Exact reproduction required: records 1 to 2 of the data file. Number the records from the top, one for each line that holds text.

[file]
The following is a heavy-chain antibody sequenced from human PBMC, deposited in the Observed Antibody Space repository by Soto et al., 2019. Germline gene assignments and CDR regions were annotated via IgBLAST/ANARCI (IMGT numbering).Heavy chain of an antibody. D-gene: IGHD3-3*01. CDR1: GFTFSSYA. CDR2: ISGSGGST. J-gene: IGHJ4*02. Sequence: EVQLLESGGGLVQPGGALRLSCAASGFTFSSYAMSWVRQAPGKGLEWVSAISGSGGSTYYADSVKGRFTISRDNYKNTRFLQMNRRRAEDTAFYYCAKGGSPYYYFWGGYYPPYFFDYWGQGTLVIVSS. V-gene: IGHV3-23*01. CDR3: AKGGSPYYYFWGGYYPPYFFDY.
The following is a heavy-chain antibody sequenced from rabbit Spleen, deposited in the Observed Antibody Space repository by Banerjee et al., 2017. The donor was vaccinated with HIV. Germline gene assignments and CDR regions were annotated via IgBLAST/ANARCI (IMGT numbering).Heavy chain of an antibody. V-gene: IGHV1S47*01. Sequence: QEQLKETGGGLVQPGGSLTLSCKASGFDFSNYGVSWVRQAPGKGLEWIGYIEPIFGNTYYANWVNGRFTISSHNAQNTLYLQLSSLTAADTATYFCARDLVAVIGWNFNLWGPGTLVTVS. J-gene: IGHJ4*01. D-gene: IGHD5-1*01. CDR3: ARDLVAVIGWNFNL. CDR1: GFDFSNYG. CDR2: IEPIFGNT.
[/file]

The following is a heavy-chain antibody sequenced from human PBMC, deposited in the Observed Antibody Space repository by Soto et al., 2019. Germline gene assignments and CDR regions were annotated via IgBLAST/ANARCI (IMGT numbering).Heavy chain of an antibody. D-gene: IGHD3-3*01. CDR1: GFTFSSYA. CDR2: ISGSGGST. J-gene: IGHJ4*02. Sequence: EVQLLESGGGLVQPGGALRLSCAASGFTFSSYAMSWVRQAPGKGLEWVSAISGSGGSTYYADSVKGRFTISRDNYKNTRFLQMNRRRAEDTAFYYCAKGGSPYYYFWGGYYPPYFFDYWGQGTLVIVSS. V-gene: IGHV3-23*01. CDR3: AKGGSPYYYFWGGYYPPYFFDY.
The following is a heavy-chain antibody sequenced from rabbit Spleen, deposited in the Observed Antibody Space repository by Banerjee et al., 2017. The donor was vaccinated with HIV. Germline gene assignments and CDR regions were annotated via IgBLAST/ANARCI (IMGT numbering).Heavy chain of an antibody. V-gene: IGHV1S47*01. Sequence: QEQLKETGGGLVQPGGSLTLSCKASGFDFSNYGVSWVRQAPGKGLEWIGYIEPIFGNTYYANWVNGRFTISSHNAQNTLYLQLSSLTAADTATYFCARDLVAVIGWNFNLWGPGTLVTVS. J-gene: IGHJ4*01. D-gene: IGHD5-1*01. CDR3: ARDLVAVIGWNFNL. CDR1: GFDFSNYG. CDR2: IEPIFGNT.